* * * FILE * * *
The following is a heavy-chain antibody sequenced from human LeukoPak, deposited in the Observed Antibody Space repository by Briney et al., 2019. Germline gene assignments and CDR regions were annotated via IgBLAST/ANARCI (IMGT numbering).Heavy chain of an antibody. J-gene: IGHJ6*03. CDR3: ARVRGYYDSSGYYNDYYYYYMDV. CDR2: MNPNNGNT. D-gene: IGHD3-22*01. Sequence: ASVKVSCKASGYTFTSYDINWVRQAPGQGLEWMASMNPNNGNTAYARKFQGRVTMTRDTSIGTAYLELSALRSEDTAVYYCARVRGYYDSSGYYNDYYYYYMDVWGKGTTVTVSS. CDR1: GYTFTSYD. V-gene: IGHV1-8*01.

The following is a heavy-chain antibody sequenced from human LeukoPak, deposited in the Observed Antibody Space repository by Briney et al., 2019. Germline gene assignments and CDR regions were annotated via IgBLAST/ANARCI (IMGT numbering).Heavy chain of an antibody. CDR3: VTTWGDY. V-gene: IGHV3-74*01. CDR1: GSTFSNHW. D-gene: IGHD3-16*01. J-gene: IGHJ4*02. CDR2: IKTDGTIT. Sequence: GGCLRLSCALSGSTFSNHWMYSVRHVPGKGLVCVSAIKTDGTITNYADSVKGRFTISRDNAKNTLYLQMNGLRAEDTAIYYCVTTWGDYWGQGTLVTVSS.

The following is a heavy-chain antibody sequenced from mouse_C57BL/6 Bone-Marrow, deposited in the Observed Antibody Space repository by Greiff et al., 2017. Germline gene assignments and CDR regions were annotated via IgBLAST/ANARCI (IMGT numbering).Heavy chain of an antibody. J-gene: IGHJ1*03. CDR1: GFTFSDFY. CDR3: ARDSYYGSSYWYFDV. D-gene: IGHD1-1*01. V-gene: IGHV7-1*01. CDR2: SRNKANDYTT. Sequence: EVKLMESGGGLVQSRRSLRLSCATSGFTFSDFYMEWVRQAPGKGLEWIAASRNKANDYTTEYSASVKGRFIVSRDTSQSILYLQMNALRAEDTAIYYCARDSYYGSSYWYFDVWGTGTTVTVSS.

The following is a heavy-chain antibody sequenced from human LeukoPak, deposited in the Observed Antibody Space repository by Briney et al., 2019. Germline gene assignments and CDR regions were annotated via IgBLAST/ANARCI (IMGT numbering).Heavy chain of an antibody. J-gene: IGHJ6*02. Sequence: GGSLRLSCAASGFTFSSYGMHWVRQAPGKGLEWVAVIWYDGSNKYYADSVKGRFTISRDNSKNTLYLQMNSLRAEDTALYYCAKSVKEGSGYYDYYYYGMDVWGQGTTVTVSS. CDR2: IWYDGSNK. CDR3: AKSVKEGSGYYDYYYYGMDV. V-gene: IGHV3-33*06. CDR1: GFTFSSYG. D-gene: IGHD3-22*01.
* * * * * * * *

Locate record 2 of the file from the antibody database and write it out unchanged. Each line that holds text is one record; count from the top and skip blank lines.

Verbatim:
The following is a heavy-chain antibody sequenced from human LeukoPak, deposited in the Observed Antibody Space repository by Briney et al., 2019. Germline gene assignments and CDR regions were annotated via IgBLAST/ANARCI (IMGT numbering).Heavy chain of an antibody. CDR3: VTTWGDY. V-gene: IGHV3-74*01. CDR1: GSTFSNHW. D-gene: IGHD3-16*01. J-gene: IGHJ4*02. CDR2: IKTDGTIT. Sequence: GGCLRLSCALSGSTFSNHWMYSVRHVPGKGLVCVSAIKTDGTITNYADSVKGRFTISRDNAKNTLYLQMNGLRAEDTAIYYCVTTWGDYWGQGTLVTVSS.